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Submission + - Ask Slashdot: IT Personnel as Ostriches? (ostrichheadinsand.com) 2

MonOptIt writes: I'm a new IT professional, having recently switched from a different sci/tech field. My first FT gig is with a midsize (50ish) nonprofit which includes a wide variety of departments and functions. I'm the sole on-site IT support, which means that I'm working with every employee/department regularly both at HQ and off-site locations.
My questions for the seasoned (peppered? paprikaed? plum-sauced?) pros are:
Do you find yourself deliberately ignoring office politics, overheard conversations, open documents or emails, etc as you go about your work?
If not, how do you preserve the impartiality/neutrality which seems (to my novice mind) necessary to be effective in this position?
In either case: how do you deal with the possibility of accidentally learning something you're not supposed to know? E.g. troubleshooting a user's email program when they've left sensitive/eyes-only emails open on their workstation. Are there protections or policies that are standard, or is this a legal and professional gray-area?

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Ask Slashdot: IT Personnel as Ostriches?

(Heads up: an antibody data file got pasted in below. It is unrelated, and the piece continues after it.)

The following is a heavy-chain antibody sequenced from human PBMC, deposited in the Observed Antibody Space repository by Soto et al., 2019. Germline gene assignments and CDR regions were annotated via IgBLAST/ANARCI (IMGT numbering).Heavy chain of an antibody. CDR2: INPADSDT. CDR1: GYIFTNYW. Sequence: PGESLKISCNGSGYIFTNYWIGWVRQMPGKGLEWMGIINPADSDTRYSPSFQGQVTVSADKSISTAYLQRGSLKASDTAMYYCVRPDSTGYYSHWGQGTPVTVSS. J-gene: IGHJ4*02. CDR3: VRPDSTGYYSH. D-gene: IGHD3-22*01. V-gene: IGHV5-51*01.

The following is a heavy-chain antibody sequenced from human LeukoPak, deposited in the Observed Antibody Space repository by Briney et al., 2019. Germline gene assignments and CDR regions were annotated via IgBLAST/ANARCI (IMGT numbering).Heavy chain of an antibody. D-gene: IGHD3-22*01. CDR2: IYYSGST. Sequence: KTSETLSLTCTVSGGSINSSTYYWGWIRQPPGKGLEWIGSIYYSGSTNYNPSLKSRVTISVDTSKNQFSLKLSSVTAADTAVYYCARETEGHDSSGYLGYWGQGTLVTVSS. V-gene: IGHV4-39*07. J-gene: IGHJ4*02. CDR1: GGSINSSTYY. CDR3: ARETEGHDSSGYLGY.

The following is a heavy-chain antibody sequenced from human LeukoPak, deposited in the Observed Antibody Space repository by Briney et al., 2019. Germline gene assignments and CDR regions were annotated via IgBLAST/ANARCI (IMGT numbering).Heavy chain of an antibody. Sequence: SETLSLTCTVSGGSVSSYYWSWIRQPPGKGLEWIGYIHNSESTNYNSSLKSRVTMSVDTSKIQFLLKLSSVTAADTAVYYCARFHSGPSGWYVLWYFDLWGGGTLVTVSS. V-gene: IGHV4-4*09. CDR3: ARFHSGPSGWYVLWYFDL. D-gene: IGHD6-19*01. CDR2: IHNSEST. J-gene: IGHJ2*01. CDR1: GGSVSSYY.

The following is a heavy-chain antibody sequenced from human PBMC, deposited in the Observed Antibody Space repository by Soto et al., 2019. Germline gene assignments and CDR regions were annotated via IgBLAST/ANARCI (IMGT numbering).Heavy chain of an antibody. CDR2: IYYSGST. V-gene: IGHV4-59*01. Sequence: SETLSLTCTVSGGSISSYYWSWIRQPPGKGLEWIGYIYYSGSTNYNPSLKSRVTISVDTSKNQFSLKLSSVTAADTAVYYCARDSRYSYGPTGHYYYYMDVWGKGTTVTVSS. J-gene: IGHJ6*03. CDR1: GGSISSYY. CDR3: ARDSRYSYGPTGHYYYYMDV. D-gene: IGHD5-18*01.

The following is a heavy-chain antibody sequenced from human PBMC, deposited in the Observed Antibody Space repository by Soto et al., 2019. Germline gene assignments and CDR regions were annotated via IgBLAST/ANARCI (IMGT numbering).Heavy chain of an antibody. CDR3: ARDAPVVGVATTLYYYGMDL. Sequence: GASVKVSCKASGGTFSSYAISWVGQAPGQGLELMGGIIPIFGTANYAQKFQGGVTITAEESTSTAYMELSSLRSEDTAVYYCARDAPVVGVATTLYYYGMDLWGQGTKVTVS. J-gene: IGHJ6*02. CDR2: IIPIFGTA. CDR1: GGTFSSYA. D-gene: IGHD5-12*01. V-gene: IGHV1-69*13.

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  • Tech pros have access to essentially everything. We have to know the ins and outs of every piece of software, have access to everyone's user accounts, and access to all storage locations. Because of that, we have to maintain strict confidentiality. It's best to keep that information to yourself, educate users on best practices, and ensure that proper procedures for security are followed.
  • Do you find yourself deliberately ignoring office politics, overheard conversations, open documents or emails, etc as you go about your work? If not, how do you preserve the impartiality/neutrality which seems (to my novice mind) necessary to be effective in this position? In either case: how do you deal with the possibility of accidentally learning something you're not supposed to know? E.g. troubleshooting a user's email program when they've left sensitive/eyes-only emails open on their workstation. Are t

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